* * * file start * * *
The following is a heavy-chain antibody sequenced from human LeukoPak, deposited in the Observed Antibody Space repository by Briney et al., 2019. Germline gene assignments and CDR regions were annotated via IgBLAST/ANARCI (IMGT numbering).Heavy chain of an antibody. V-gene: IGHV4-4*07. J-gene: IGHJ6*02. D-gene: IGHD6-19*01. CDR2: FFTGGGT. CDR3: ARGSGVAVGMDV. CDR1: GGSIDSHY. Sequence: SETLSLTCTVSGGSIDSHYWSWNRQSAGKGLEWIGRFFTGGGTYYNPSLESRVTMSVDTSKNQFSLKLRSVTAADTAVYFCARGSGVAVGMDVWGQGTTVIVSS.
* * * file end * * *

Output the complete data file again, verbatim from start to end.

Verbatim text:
The following is a heavy-chain antibody sequenced from human LeukoPak, deposited in the Observed Antibody Space repository by Briney et al., 2019. Germline gene assignments and CDR regions were annotated via IgBLAST/ANARCI (IMGT numbering).Heavy chain of an antibody. V-gene: IGHV4-4*07. J-gene: IGHJ6*02. D-gene: IGHD6-19*01. CDR2: FFTGGGT. CDR3: ARGSGVAVGMDV. CDR1: GGSIDSHY. Sequence: SETLSLTCTVSGGSIDSHYWSWNRQSAGKGLEWIGRFFTGGGTYYNPSLESRVTMSVDTSKNQFSLKLRSVTAADTAVYFCARGSGVAVGMDVWGQGTTVIVSS.